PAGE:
Horse Transport and Slaughter

Humane Society International

  • Horses are often transported long distances to slaughter. Jennifer Kunz/The HSUS

The European horsemeat industry centres around Italy and Spain, where nearly half of all European horses slaughtered for meat are killed [PDF].

Each year, many tens of thousands of equines are transported to Italy from elsewhere in Europe to be butchered. Almost half of those animals are killed in the Puglia region in southern Italy; this is also the region with the highest levels of horsemeat consumption.

Horses are also slaughtered for food at abattoirs in other European countries such as Poland, Romania, Ireland, France, Germany, Belgium, the United Kingdom and the Netherlands.

The road to hell: long-distance horse transports in the EU

In 2012, 36,455 horses [1] endured long distance transport to slaughter within the EU [PDF], by road and even by sea, often crammed into vehicles unsuitable for carrying equines.

Journeys can last for several days, and often cross a number of national borders before the horses reach the abattoir.

Horses destined for slaughter in Italy will have been transported from Eastern and Central European countries, such as Poland, Austria, Lithuania, Slovenia and Hungary. A significant number of horses may also have been transported from Spain, France and Belgium.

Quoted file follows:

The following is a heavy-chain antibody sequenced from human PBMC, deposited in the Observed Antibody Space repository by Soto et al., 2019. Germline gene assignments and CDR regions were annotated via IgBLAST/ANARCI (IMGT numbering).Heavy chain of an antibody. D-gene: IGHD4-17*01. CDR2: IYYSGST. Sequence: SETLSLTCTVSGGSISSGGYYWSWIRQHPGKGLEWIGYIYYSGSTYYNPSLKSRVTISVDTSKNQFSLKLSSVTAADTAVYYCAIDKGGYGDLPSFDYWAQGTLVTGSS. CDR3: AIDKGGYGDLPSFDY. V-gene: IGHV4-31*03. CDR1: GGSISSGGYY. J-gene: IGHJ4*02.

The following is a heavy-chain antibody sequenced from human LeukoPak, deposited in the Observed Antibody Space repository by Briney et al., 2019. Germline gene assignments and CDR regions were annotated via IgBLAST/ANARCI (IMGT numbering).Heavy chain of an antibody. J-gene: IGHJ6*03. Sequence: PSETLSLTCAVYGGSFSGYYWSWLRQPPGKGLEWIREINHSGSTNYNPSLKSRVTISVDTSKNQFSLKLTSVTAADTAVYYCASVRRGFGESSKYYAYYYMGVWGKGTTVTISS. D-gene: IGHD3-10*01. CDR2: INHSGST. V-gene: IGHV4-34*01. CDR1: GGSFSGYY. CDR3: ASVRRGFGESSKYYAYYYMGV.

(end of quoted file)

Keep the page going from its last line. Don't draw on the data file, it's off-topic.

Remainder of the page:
Not only can horses suffer during transportation, they are also subject to the stress of being unloaded and kept in holding pens, or lairage, at their final destination.

Industrialised slaughter

Industrial-scale slaughter of horses is highly problematic because horses are flight animals. The panic and instinctive desire to escape they experience in the slaughterhouse causes them to thrash their heads frantically making it difficult to effectively stun them prior to slaughter.

Slaughterhouses are often not specifically designed for horses, so the animals are killed on the same lines as cattle. Stunning takes place via the use of a captive bolt pistol, which is supposed to destroy the horse’s brain tissue and cause irreversible unconsciousness or immediate death. The animals are then bled out before being processed into meat.

Together with our NGO partners, HSI is working towards raising consumer awareness of the origins of horsemeat.

1. . European Commission (2013) Animal Health DG SANCO Unit G2 Activity Report 2012. Annex VIII Traces Data.

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